The last few years have been undeniably tough for the once brash hedge fund industry. Recent headlines do not suggest any improvement with August being the worst month for hedge funds since October 2008, and marquee firms like Paulson & Company firm down 34% year-to-date. Â Prior to the crisis of 2008, the industry appeared to be on a steady upward trajectory, evolving from a small, scrappy upstart, that catered to high net worth investors, to a more formalized $2 trillion industry, that serviced the largest pension funds in the world. Since the crisis, however, the industry seems to have lost its way. What exactly happened and how can what we term the "Hedge Fund Cloud" return the industry to its former glory?
Institutionalize or Die
Pre-crisis, managers believed that the measure of success was not only returns but assets under management. In their race to acquire new assets, managers were motivated to "institutionalize" their infrastructure so that they could go after the really big allocations from large pension funds and endowments. For many firms this institutionalization meant leaving the relative simplicity of their single prime relationship to the much more complex world of building out their own multi-prime infrastructure. Almost overnight managers found themselves running complex and unwieldy businesses. Seemingly simple operations like adding a strategy, that required a new asset-class, or producing a new report, became long and involved IT projects. Â Any thought of outsourcing any of this burden was dismissed because of perceived privacy and control concerns.
Prisoners of their own Hedge fund Infrastructure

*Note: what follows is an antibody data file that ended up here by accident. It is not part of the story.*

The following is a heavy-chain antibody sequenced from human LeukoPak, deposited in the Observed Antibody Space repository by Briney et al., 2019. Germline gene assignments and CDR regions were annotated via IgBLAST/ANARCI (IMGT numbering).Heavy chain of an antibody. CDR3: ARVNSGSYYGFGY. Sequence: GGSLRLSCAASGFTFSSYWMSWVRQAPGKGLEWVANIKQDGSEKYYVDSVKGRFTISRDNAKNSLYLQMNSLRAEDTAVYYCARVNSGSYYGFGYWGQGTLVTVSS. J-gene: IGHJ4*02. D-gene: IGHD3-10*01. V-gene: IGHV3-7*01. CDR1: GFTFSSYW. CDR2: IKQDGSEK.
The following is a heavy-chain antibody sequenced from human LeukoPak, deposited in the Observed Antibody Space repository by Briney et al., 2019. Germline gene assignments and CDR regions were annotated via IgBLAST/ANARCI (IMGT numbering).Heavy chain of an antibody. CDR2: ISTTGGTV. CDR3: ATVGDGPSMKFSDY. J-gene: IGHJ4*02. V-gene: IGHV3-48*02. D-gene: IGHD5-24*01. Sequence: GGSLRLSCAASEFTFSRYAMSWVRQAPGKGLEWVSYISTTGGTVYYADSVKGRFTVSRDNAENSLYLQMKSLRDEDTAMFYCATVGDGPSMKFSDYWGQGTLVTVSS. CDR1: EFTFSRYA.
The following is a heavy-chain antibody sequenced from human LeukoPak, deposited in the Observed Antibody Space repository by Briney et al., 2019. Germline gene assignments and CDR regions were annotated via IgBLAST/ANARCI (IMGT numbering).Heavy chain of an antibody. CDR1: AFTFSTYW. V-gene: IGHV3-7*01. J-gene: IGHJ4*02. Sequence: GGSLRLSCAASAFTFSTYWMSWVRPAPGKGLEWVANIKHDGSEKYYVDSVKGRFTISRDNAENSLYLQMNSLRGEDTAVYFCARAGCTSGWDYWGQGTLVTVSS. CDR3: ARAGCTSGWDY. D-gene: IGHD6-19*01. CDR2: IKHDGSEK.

The actual crisis further exposed the inflexibility of hedge funds' infrastructures. Managers struggled to view their true exposure across asset classes and multi-prime relationships. Just when managers most needed their former agility they discovered that they had become prisoners of their own expensive infrastructures.
Fast forward to today. We are still experiencing the after effects of the crisis. A strong regulatory backlash response has been unavoidable. There is still tremendous uncertainly about the true impact of these new regulations, but what is certain, is that the business of running a hedge fund will become even more complex and costly.
How can the industry remove itself from this funk and prepare itself for the next crisis? The answer is that the industry needs to return to basics by once again making alpha generation its sole focus. The industry needs to regain its former investment agility. In short, managers need to get out of the running-a-hedge-fund business and get back to the investment business.
The Hedge Fund Cloud to the Rescue
Fortunately, the Hedge Fund Cloud offers managers the opportunity to get back to basics. Â The Hedge Fund Cloud allows firms to focus on alpha generation by moving all non-core infrastructure to the cloud. The Hedge Fund Cloud is made up of the fast-maturing ecosystem of cloud-based hedge fund service providers who have now begun to offer institutional-grade infrastructure.
The three main components of the Hedge Fund Cloud are as follows:
1 - Hedge Fund Cloud - Software-as-a-Service (SaaS)
SaaS means that software can now be accessed through a thin client or browser, from anywhere, as a service. SaaS includes upgrades, disaster recovery, and is paid for on a subscription model. Many of the important hedge fund systems including execution management, order management, risk management, portfolio management are now available from the leading providers on a Software-as-a-Service basis.
2 - Hedge Fund Cloud - Data-as-a-Service (DaaS)
DaaS delivers financial market and reference data via web services or API's rather than the traditional data feeds and flat files. Â This approach allows firms the ability to query and use just specific subsets of data rather than downloading and storing masses of data. It also means that firms do not have to build out data management infrastructures.
3 - Hedge Fund Cloud - Infrastructure-as-a-Service (IaaS)
IaaS involves the outsourcing of physical hardware such as telephony, storage, servers, and networking components.
To take advantage of this new model, managers must now take an impartial eye to their existing hedge fund infrastructures and ask themselves what really is vital to alpha generation. Everything else should be stripped away, moved to the cloud, and essentially turned into a utility. This return to basics offers the industry the best chance to get back to the pre-crisis glory days and to restore its mojo.